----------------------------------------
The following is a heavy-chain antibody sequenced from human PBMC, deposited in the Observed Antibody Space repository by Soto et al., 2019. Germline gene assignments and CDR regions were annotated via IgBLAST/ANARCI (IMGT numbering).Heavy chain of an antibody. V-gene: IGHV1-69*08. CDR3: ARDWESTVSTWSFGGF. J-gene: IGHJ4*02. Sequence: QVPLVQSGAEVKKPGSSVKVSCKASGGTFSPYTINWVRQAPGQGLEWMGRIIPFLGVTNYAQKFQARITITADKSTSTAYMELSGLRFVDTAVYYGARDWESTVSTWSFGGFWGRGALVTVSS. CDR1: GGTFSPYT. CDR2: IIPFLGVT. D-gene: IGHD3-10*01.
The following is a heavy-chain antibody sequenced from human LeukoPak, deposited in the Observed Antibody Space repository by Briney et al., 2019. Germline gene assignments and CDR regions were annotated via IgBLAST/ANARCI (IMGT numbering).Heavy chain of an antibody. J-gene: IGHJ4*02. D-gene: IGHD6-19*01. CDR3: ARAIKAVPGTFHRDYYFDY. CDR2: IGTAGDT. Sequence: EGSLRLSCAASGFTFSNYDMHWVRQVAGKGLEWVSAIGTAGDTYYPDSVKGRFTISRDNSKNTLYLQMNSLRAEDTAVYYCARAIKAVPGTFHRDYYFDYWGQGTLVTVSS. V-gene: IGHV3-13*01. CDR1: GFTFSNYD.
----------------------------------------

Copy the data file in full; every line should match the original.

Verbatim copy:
The following is a heavy-chain antibody sequenced from human PBMC, deposited in the Observed Antibody Space repository by Soto et al., 2019. Germline gene assignments and CDR regions were annotated via IgBLAST/ANARCI (IMGT numbering).Heavy chain of an antibody. V-gene: IGHV1-69*08. CDR3: ARDWESTVSTWSFGGF. J-gene: IGHJ4*02. Sequence: QVPLVQSGAEVKKPGSSVKVSCKASGGTFSPYTINWVRQAPGQGLEWMGRIIPFLGVTNYAQKFQARITITADKSTSTAYMELSGLRFVDTAVYYGARDWESTVSTWSFGGFWGRGALVTVSS. CDR1: GGTFSPYT. CDR2: IIPFLGVT. D-gene: IGHD3-10*01.
The following is a heavy-chain antibody sequenced from human LeukoPak, deposited in the Observed Antibody Space repository by Briney et al., 2019. Germline gene assignments and CDR regions were annotated via IgBLAST/ANARCI (IMGT numbering).Heavy chain of an antibody. J-gene: IGHJ4*02. D-gene: IGHD6-19*01. CDR3: ARAIKAVPGTFHRDYYFDY. CDR2: IGTAGDT. Sequence: EGSLRLSCAASGFTFSNYDMHWVRQVAGKGLEWVSAIGTAGDTYYPDSVKGRFTISRDNSKNTLYLQMNSLRAEDTAVYYCARAIKAVPGTFHRDYYFDYWGQGTLVTVSS. V-gene: IGHV3-13*01. CDR1: GFTFSNYD.